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Original research
Prevalence of potentially serious alcohol–medication interactions in older adults in a community pharmacy setting: a cross-sectional study
  1. Alice E Holton1,
  2. Cora Keeney1,2,
  3. Benedict Ryan1,
  4. Gráinne Cousins1
  1. 1School of Pharmacy and Biomolecular Sciences, Royal College of Surgeons in Ireland, Dublin 2, Ireland
  2. 2British Columbia Centre for Excellence in HIV/AIDS, Vancouver, British Columbia, Canada
  1. Correspondence to Dr Gráinne Cousins; gcousins{at}


Objective Previous prevalence estimates of POtentially Serious Alcohol–Medication INteractions in Older adults (POSAMINO) are based on in-home inventories of medications; however, this method is associated with under-reporting of medications when compared with dispensing records. This study aims to estimate the prevalence of POSAMINO among community-dwelling older adults using drug dispensing data from the community pharmacy setting.

Design Cross-sectional study.

Setting Irish Community Pharmacy.

Participants 1599 consecutive older adults presenting with a prescription to 1 of 120 community pharmacies nationwide; community-dwelling, aged ≥65 years, able to speak and understand English, with no evidence of cognitive impairment. The mean age of sample was 75.5 years (SD 6.5); 55% (n=884) female.

Measures 38 POSAMINO criteria were identified using participants’ pharmacy dispensing records linked to self-reported alcohol consumption (beverage-specific quantity and frequency measures) over the last 12 months.

Results The overall prevalence of POSAMINO in the study population was 28%, with 10% at risk of at least one POSAMINO criteria and 18% at risk of two or more. Exposure to POSAMINO most commonly involved cardiovascular agents (19%) and central nervous system agents (15%). Exposure to a higher number of POSAMINO criteria was associated with younger age (adjusted incident rate ratio (AIRR): 0.97; 95% CI: 0.95 to 0.98), male sex (AIRR: 0.55; 95% CI: 0.45 to 0.67) and a higher number of comorbidities (AIRR: 1.05; 95% CI: 1.01 to 1.13).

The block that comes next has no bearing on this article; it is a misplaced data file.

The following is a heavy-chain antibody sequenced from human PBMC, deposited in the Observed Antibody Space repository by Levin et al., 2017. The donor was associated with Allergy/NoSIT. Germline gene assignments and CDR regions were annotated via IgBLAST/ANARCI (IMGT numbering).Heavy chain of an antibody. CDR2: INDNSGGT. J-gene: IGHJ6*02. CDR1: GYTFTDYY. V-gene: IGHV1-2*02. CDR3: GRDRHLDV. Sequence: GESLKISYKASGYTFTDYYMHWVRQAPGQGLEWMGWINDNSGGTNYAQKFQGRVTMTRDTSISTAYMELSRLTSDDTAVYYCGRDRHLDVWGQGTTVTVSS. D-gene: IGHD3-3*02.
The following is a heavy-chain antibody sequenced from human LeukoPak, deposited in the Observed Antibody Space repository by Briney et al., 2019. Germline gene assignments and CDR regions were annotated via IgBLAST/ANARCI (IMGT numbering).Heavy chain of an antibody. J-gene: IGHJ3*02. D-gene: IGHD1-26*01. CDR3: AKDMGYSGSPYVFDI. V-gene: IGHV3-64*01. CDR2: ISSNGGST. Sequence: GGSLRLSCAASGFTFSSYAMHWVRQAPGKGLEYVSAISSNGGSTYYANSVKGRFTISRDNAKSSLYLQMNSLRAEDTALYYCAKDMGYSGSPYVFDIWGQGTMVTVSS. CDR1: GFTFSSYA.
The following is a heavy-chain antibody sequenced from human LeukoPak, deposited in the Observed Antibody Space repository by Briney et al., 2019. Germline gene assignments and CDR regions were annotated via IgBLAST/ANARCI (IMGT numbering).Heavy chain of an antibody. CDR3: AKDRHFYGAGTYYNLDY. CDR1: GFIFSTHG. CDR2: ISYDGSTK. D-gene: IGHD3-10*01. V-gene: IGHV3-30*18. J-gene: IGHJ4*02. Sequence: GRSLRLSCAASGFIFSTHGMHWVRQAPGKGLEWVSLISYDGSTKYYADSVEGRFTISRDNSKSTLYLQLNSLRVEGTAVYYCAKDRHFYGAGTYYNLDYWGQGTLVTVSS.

Conclusion This study adds to the growing body of evidence, which suggests that older adults are vulnerable to potentially serious alcohol–medication interactions, particularly those involving cardiovascular and central nervous system agents, increasing their risk of orthostatic hypotension, gastrointestinal bleeds and increased sedation. Application of the POSAMINO criteria at the point of prescribing may facilitate the risk stratification of older adults and prioritise alcohol screening and brief alcohol interventions in those at greatest risk of harm.

  • epidemiology
  • geriatric medicine
  • old age psychiatry
  • public health
  • substance misuse

This is an open access article distributed in accordance with the Creative Commons Attribution Non Commercial (CC BY-NC 4.0) license, which permits others to distribute, remix, adapt, build upon this work non-commercially, and license their derivative works on different terms, provided the original work is properly cited, appropriate credit is given, any changes made indicated, and the use is non-commercial. See:

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  • AEH and CK are joint first authors.

  • Contributors GC, AEH, CK and BR were involved in the conception and design of the study, interpreted the data, drafted the manuscript, revised the manuscript and gave final approval of the version to be published and agreed to be accountable for all aspects of the work, ensuring that questions related to the accuracy or integrity of any part of the work are appropriately investigated and resolved. AEH, CK and GC undertook the acquisition and analysis of the work.

  • Funding This project was supported by the Royal College of Surgeons in Ireland.

  • Competing interests None declared.

  • Patient consent for publication Not required.

  • Ethics approval Ethical approval was obtained from the Royal College of Surgeons in Ireland, with all participants providing written informed consent (REC1365).

  • Provenance and peer review Not commissioned; externally peer reviewed.

  • Data availability statement No data are available.

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